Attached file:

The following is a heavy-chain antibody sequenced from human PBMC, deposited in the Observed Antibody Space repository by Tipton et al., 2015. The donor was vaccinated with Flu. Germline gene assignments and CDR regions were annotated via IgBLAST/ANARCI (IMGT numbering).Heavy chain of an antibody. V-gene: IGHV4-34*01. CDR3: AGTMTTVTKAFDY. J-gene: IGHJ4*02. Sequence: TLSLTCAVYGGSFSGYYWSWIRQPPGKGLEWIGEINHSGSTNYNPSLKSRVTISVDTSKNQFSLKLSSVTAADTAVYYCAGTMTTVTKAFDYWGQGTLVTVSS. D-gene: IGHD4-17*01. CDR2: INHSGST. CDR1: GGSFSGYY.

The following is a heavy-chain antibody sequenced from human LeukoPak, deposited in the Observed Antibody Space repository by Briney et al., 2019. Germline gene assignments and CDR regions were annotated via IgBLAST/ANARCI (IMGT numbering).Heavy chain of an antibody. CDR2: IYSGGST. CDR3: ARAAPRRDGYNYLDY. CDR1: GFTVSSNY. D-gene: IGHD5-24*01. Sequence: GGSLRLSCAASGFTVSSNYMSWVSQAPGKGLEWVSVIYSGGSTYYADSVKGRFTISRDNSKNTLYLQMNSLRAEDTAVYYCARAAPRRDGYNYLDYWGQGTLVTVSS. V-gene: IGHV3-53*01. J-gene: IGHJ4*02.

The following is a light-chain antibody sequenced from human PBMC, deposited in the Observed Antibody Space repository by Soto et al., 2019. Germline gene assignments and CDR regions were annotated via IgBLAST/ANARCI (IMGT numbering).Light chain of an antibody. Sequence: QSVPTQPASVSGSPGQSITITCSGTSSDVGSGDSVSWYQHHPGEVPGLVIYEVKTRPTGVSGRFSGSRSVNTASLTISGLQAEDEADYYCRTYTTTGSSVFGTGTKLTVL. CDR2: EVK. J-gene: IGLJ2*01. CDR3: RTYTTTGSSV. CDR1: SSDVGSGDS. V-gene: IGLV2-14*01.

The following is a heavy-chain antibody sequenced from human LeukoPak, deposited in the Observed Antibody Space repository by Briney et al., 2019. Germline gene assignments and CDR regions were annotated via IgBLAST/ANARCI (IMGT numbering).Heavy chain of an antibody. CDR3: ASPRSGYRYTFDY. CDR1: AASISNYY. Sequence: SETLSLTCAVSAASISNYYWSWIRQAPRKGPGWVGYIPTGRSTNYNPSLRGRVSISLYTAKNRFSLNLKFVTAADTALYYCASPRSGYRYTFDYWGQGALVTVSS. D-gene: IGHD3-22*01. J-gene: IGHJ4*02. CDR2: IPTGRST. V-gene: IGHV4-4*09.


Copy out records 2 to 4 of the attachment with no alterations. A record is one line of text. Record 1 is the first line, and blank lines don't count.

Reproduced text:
The following is a heavy-chain antibody sequenced from human LeukoPak, deposited in the Observed Antibody Space repository by Briney et al., 2019. Germline gene assignments and CDR regions were annotated via IgBLAST/ANARCI (IMGT numbering).Heavy chain of an antibody. CDR2: IYSGGST. CDR3: ARAAPRRDGYNYLDY. CDR1: GFTVSSNY. D-gene: IGHD5-24*01. Sequence: GGSLRLSCAASGFTVSSNYMSWVSQAPGKGLEWVSVIYSGGSTYYADSVKGRFTISRDNSKNTLYLQMNSLRAEDTAVYYCARAAPRRDGYNYLDYWGQGTLVTVSS. V-gene: IGHV3-53*01. J-gene: IGHJ4*02.

The following is a light-chain antibody sequenced from human PBMC, deposited in the Observed Antibody Space repository by Soto et al., 2019. Germline gene assignments and CDR regions were annotated via IgBLAST/ANARCI (IMGT numbering).Light chain of an antibody. Sequence: QSVPTQPASVSGSPGQSITITCSGTSSDVGSGDSVSWYQHHPGEVPGLVIYEVKTRPTGVSGRFSGSRSVNTASLTISGLQAEDEADYYCRTYTTTGSSVFGTGTKLTVL. CDR2: EVK. J-gene: IGLJ2*01. CDR3: RTYTTTGSSV. CDR1: SSDVGSGDS. V-gene: IGLV2-14*01.

The following is a heavy-chain antibody sequenced from human LeukoPak, deposited in the Observed Antibody Space repository by Briney et al., 2019. Germline gene assignments and CDR regions were annotated via IgBLAST/ANARCI (IMGT numbering).Heavy chain of an antibody. CDR3: ASPRSGYRYTFDY. CDR1: AASISNYY. Sequence: SETLSLTCAVSAASISNYYWSWIRQAPRKGPGWVGYIPTGRSTNYNPSLRGRVSISLYTAKNRFSLNLKFVTAADTALYYCASPRSGYRYTFDYWGQGALVTVSS. D-gene: IGHD3-22*01. J-gene: IGHJ4*02. CDR2: IPTGRST. V-gene: IGHV4-4*09.